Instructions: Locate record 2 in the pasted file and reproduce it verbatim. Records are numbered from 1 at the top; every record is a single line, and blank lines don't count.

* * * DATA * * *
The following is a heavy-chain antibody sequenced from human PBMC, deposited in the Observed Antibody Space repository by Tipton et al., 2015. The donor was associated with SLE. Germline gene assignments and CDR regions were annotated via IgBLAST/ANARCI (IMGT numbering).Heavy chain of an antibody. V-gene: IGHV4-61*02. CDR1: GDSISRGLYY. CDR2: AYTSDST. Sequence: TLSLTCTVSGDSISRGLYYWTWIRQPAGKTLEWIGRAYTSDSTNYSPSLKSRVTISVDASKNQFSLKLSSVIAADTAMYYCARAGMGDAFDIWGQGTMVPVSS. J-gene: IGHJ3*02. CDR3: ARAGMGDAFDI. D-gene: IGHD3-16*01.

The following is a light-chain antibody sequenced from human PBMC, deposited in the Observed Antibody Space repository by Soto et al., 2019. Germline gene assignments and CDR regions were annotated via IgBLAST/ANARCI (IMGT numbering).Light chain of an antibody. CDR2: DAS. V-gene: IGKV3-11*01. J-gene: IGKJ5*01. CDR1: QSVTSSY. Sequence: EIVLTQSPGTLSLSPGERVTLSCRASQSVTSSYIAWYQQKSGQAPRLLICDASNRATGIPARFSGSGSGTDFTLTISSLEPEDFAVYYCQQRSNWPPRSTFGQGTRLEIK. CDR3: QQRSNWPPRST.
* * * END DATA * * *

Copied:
The following is a light-chain antibody sequenced from human PBMC, deposited in the Observed Antibody Space repository by Soto et al., 2019. Germline gene assignments and CDR regions were annotated via IgBLAST/ANARCI (IMGT numbering).Light chain of an antibody. CDR2: DAS. V-gene: IGKV3-11*01. J-gene: IGKJ5*01. CDR1: QSVTSSY. Sequence: EIVLTQSPGTLSLSPGERVTLSCRASQSVTSSYIAWYQQKSGQAPRLLICDASNRATGIPARFSGSGSGTDFTLTISSLEPEDFAVYYCQQRSNWPPRSTFGQGTRLEIK. CDR3: QQRSNWPPRST.